Methicillin-resistant Staphylococcus aureus (MRSA) is a major global public health concern and could be a food safety issue. Recurrent reports have documented that pig herds are an important reservoir for MRSA, specifically the livestock-associated sequence type 398. The high prevalence of MRSA in pig primary production facilities and the frequent detection of MRSA of the same types in pork and pig meat products raise the question of underlying mechanisms behind the introduction and transmission of MRSA along the pork production chain. A comprehensive review of current literature on the worldwide presence of livestock-associated MRSA in various steps of the pork production chain revealed that the slaughter process plays a decisive role in MRSA transmission from farm to fork. Superficial heat treatments such as scalding and flaming during the slaughter process can significantly reduce the burden of MRSA on the carcasses. However, recontamination with MRSA might occur via surface treating machinery, as a result of fecal contamination at evisceration, or via increased human handling during meat processing. By optimizing processes for carcass decontamination and avoiding recontamination by effective cleaning and personal hygiene management, transmission of MRSA from pig to pork can be minimized.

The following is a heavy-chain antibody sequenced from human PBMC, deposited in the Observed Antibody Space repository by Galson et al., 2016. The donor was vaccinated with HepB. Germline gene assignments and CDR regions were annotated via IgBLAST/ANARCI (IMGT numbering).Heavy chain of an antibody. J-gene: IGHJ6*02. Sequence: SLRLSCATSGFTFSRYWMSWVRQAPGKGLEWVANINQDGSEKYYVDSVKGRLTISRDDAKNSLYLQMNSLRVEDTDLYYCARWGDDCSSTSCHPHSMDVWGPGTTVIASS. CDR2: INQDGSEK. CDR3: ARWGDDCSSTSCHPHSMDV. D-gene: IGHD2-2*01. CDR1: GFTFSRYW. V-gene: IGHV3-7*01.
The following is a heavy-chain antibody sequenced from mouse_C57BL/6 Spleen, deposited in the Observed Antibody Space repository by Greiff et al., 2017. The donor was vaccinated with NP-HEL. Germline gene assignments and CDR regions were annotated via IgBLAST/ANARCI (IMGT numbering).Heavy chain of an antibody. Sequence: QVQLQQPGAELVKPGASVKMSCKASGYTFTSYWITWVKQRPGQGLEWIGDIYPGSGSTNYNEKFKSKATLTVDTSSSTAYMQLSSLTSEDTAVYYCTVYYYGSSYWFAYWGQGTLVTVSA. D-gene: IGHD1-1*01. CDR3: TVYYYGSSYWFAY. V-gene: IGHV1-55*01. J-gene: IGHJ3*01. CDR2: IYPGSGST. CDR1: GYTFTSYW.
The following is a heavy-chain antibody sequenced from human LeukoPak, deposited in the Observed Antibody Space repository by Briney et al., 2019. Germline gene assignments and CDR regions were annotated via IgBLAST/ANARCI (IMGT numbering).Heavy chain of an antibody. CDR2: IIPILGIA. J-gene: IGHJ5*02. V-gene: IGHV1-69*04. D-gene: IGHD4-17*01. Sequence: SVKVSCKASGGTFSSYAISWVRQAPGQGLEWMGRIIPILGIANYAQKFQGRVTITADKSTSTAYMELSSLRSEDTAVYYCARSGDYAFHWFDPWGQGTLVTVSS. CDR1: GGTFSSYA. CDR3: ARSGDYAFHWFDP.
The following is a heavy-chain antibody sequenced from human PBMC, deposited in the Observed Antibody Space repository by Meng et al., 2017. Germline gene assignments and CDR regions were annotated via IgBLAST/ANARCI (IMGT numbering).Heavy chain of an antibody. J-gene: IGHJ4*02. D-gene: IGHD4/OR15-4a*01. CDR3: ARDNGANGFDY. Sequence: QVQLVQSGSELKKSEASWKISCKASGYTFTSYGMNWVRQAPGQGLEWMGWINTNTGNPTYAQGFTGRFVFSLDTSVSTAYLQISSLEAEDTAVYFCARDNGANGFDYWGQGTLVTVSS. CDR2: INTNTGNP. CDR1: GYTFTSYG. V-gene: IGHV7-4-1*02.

Research Article| June 01 2013
From Pig to Pork: Methicillin-Resistant Staphylococcus aureus in the Pork Production Chain
BERND-ALOIS TENHAGEN *
Federal Institute for Risk Assessment, Max-Dohrn-Strasse 8-10, D-10589 Berlin, Germany
* Author for correspondence. Tel: +49-30-18412-2211; Fax: +49-30-18412-2952; E-mail: firstname.lastname@example.org.
Search for other works by this author on:
- Views Icon Views
- PDF LinkPDF
- Share Icon Share
- Tools Icon Tools
- Search Site
BIRGIT LASSOK, BERND-ALOIS TENHAGEN; From Pig to Pork: Methicillin-Resistant Staphylococcus aureus in the Pork Production Chain. J Food Prot 1 June 2013; 76 (6): 1095–1108. doi: https://doi.org/10.4315/0362-028X.JFP-12-341
Download citation file: